In Antonicelli v. Rodriguez, the Illinois Supreme Court found that a Cook County judge was correct in allowing the Defendant, Daniel Rodriguez, to settle for the limits of his policy, $20,000, and to not allow the driver of a semi-truck and his companies that were also involved in the crash to force him to pay more.
The case arose out of a three-car collision in Naperville on Interstate 88. The Plaintiff, Angela Antonicelli, was a passenger in a car traveling eastbound on I-88. Defendant, Karl Browder, was also traveling eastbound behind Antonicelli’s vehicle. Browder was driving a semi-truck for Defendant companies, Chicago Tube and Iron Company and Trillium Staffing, d/b/a Trillium Drivers Solutions. At the time of the crash, Defendant Rodriguez was under the influence of cocaine and traveling westbound. Defendant Rodriguez made an improper U-turn through the median on I-88 and collided with Plaintiff’s car which caused it to rotate clockwise. Defendant Browder was unable to stop his semi-truck and slammed into the passenger side door of Plaintiff’s car. Plaintiff suffered severe permanent injuries as a result of the crash.
Plaintiff filed a lawsuit alleging negligence against Defendants Rodriguez, Browder and Chicago Tube and Iron Company and Trillium Staffing, d/b/a Trillium Drivers Solutions. Defendant Rodriguez offered the $20,000 limits of his insurance coverage as settlement and Plaintiff entered into a settlement with Rodriguez for the limits of his policy. Defendant Rodriguez filed a motion for a finding of a good-faith settlement. The remaining Browder Defendants refused to settle and pay full and fair compensation for Plaintiff’s injuries. They filed a counterclaim for contribution against Defendant Rodriguez and argued that his conduct was intentional rather than negligent and that his settlement should not be found to be in good faith. The trial court found that the $20,000 settlement with Defendant Rodriguez for his $20,000 insurance policy limits was made in good faith and dismissed the non-settling Browder Defendants counterclaim for contribution as barred by good faith. The trial court also allowed a $20,000 set-off for any future judgment rendered in Plaintiff’s favor against the Browder Defendants.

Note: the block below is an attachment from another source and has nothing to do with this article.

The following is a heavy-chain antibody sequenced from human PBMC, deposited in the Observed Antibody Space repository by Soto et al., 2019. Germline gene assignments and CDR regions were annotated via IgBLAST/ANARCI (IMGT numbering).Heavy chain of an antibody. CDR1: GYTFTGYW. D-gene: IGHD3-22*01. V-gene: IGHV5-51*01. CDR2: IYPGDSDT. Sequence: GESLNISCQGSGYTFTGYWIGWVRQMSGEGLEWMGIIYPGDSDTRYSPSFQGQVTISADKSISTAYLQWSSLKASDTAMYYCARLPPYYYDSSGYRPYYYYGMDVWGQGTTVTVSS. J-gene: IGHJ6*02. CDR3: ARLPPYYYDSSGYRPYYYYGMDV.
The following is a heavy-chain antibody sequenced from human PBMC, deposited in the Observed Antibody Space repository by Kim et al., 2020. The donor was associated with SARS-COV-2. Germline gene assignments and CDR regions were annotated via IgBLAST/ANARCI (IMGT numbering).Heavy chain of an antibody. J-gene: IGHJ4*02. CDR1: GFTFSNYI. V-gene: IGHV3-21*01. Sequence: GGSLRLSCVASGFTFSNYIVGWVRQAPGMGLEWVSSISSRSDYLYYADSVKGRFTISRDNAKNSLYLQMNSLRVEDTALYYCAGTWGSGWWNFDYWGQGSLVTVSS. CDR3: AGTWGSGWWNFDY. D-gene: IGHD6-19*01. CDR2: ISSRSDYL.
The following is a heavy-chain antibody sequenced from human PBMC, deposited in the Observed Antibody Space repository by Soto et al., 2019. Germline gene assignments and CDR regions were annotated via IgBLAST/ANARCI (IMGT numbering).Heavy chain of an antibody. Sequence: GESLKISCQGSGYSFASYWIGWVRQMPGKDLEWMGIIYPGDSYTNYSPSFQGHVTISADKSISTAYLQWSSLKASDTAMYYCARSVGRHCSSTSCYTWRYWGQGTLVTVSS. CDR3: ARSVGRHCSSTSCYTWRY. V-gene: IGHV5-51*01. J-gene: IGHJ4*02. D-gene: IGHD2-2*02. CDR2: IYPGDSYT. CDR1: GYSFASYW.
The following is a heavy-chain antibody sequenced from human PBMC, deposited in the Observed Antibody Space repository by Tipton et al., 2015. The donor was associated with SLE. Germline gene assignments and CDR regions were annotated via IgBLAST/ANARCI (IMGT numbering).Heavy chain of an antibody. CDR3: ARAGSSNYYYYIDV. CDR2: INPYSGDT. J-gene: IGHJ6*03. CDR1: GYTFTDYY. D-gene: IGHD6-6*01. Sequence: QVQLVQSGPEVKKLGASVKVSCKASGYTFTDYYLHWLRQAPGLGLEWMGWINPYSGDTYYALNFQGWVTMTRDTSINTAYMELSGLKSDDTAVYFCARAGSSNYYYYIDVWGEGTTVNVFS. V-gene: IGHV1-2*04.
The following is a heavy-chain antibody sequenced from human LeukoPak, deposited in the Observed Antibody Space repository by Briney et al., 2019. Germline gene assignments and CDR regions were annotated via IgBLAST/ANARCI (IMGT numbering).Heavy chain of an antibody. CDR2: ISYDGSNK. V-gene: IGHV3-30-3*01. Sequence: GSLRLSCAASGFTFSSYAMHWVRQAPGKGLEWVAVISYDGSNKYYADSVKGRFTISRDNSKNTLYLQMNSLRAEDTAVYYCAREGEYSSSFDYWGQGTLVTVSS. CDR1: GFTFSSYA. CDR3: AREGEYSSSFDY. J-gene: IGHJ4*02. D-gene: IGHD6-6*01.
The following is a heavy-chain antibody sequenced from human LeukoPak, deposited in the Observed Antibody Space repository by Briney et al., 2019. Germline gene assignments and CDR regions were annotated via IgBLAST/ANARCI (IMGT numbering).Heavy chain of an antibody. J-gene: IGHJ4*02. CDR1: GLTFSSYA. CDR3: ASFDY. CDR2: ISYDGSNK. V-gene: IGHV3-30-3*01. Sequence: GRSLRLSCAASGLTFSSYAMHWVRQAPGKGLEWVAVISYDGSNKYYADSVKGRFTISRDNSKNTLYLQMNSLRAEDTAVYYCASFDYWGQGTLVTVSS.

The Browder Defendants alleged on appeal that the trial court erred in finding a good-faith settlement in that the Contribution Act did not did not permit a finding of a good-faith settlement. The appellate court affirmed the holding of the trial court. The Illinois Supreme Court ruled that the settlement between the Plaintiff and Defendant Rodriguez was made in made in good faith. Specifically, it found that the Contribution Act promoted settlement by providing that a defendant who enters a good-faith settlement with the plaintiff is discharged from any contribution liability to a non-settling defendant. The only limitation the Contribution Act placed on a settlement was that the settlement be in “good faith.” The trial court’s finding of good faith was supported by the Defendant Rodriguez’s offer of his policy limits and that his insurance company would have to pay its attorneys to continue the case despite offering their policy limits. The Court also considered that no evidence was presented showing any wrongful conduct, collusion or fraud in the settlement between Plaintiff and Defendant Rodriguez and the trial court allowed a $20,000 set-off for the Browder defendants. Moreover, the Browder Defendants failed to show that Defendant Rodriguez acted intentionally in causing injuries to the Plaintiff.
The ruling in Antonicelli encourages defendants to accept responsibility for their negligent actions that injure others and to fully and fairly compensate the victims of negligence. Here at the Law Offices of Mathys & Schneid, we ensure that every defendant is held accountable for their negligent actions that injure our clients and that each defendant fully and fairly compensates our clients for their injuries.